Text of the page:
British-Irish fast-fashion retail phenomenon Primark opened its first U.S. store in Boston last week to great fanfare, and will be opening a second store in Philadelphia soon.
But, notably, the retailer has eschewed selling on the web. Shoppers can browse online to see offerings, but the stuff is too inexpensive to enable the cost of e-commerce logistics.
The retailer, known as Penneys in Ireland and Primark elsewhere (no relationship with J.C. Penney stateside) opened in Ireland in 1969 and is now owned by British conglomerate Associated British Foods.
Primark has found a good spot for itself in Boston. Although the area known as Downtown Crossing was once anchored by Filene’s department store, that institution is long gone. The area has been host to discount stores of all stripes for years now.
Primark’s reluctance to maintain a website, which would require a whole set of e-commerce logistics, shouldn’t surprise people, though. H&M and Ikea are two retailers that took a while to get their wares online in any meaningful way; full availability of most of its offerings were only found in stores until recently. The shipping and logistics costs, for Primark anyway, remain prohibitive, according to Lucie Greene, worldwide director of the innovation group at J. Walter Thompson, speaking to Digiday.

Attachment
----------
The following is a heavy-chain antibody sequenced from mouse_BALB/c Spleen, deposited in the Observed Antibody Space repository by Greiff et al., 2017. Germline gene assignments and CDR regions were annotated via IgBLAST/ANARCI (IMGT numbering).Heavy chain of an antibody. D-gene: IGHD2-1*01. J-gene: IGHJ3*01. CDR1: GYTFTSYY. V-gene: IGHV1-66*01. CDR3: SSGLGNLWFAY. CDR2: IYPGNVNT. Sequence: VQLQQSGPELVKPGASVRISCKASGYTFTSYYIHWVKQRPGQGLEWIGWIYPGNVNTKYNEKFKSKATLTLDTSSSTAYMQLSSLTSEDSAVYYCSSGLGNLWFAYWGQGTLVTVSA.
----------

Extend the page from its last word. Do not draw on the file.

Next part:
“Primark has historically steered clear of e-commerce. The price points of its clothing and products are so low, it doesn’t make sense,” Greene told Digiday. “It would be operationally hugely expensive and difficult, and not necessarily worth it when you consider the margins. Primark is a volume business.”
In an increasingly omnichannel world, Primark is thumbing its nose at the hassle of it. If it succeeds, might other retailers question their own online efforts and expenses?